Most directors try to prevent actors from fighting. But while shooting the fictional WWII tank movie Fury, David Ayer had his five stars — Brad Pitt, Logan Lerman, Shia LaBeouf, Jon Bernthal, and Michael Peña — start each day by attempting to beat the crap out of one another. ”We put them through martial-arts training and physical combat classes,” says Ayer (End of Watch). ”It’s a great ice-breaker for actors. There’s something very honest about being punched in the face.” Despite all the famous — and hopefully undamaged — faces in the cast, producer John Lesher says the real star is Fury itself, a 30-ton gun-on-tracks ”played” by an antique Sherman tank. ”It has such personality,” he says. ”It’s just this beast.”
Tanks For Everything
Though the film is set in Germany, it was shot in the U.K., partly because of the large number of antique tanks in its museums and private collections. ”They’re very temperamental,” says producer John Lesher about the now-70-year-old vehicles. In all, 10 vintage tanks were used in Fury.
Prior to shooting, the five lead actors went to boot camp for simulated tank exercises. ”Targets in the field would pop up out of nowhere,” says military adviser David ”Sting” Rae. ”They’d have to spot it, react to it, come up with a gunnery order. They [acquired] muscle memory very, very quick.”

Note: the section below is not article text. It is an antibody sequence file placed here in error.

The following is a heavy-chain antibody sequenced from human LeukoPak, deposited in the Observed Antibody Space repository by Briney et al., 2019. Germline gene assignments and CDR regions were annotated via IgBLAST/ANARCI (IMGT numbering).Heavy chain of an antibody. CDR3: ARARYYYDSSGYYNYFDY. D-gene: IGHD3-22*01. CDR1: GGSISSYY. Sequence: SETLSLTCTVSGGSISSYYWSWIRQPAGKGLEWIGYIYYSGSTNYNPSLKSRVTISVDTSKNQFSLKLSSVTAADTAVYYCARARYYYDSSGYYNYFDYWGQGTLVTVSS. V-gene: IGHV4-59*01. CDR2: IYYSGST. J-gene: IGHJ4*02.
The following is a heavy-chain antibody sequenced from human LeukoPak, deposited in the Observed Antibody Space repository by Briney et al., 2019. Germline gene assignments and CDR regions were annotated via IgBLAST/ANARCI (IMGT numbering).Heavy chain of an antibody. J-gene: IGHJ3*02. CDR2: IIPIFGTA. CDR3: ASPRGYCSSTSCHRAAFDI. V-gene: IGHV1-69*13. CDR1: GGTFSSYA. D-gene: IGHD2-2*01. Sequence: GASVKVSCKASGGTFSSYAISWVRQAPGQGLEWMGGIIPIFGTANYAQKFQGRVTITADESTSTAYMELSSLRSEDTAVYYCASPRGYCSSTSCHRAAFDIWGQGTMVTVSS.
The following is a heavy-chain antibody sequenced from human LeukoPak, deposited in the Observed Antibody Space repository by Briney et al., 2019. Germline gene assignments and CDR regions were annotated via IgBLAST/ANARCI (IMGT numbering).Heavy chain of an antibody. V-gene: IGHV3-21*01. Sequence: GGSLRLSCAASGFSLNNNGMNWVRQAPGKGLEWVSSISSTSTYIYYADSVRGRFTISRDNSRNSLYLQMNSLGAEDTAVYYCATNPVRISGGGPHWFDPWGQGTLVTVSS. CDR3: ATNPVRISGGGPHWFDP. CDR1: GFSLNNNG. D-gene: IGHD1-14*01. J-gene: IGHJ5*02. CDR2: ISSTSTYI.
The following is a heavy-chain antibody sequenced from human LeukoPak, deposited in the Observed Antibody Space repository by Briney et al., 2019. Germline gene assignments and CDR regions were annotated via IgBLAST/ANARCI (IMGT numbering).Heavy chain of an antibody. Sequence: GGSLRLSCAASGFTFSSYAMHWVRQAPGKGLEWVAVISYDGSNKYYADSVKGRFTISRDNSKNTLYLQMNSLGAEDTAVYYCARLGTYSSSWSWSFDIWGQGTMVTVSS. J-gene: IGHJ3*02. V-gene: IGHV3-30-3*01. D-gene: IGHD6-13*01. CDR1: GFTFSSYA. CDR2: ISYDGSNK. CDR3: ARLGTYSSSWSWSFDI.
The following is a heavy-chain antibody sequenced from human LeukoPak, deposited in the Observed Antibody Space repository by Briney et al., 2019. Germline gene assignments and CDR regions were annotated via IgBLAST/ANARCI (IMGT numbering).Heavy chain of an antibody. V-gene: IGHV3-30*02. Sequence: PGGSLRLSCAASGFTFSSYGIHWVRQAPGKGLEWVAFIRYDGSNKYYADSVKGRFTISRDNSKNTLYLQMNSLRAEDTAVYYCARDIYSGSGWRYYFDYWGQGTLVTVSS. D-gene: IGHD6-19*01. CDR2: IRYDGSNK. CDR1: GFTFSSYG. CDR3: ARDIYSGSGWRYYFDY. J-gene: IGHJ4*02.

Fast And Fury-Ous
David Ayer’s End of Watch star Michael Peña plays Fury’s driver and often operated the tank for real during production. ”He’s a really good driver,” says Ayer, who co-wrote the script for the original Fast and the Furious. ”He was the guy I went to when I needed the tank to hit a certain mark.”
Fury is a fictional story, but Ayer was obsessed with historical accuracy. How obsessed? ”I have photos of him painting the tanks the color that he wanted,” says Logan Lerman, who plays a wet-behind-the-ears soldier on the tank crew. ”He’s a maniac — we were all maniacs on that set.”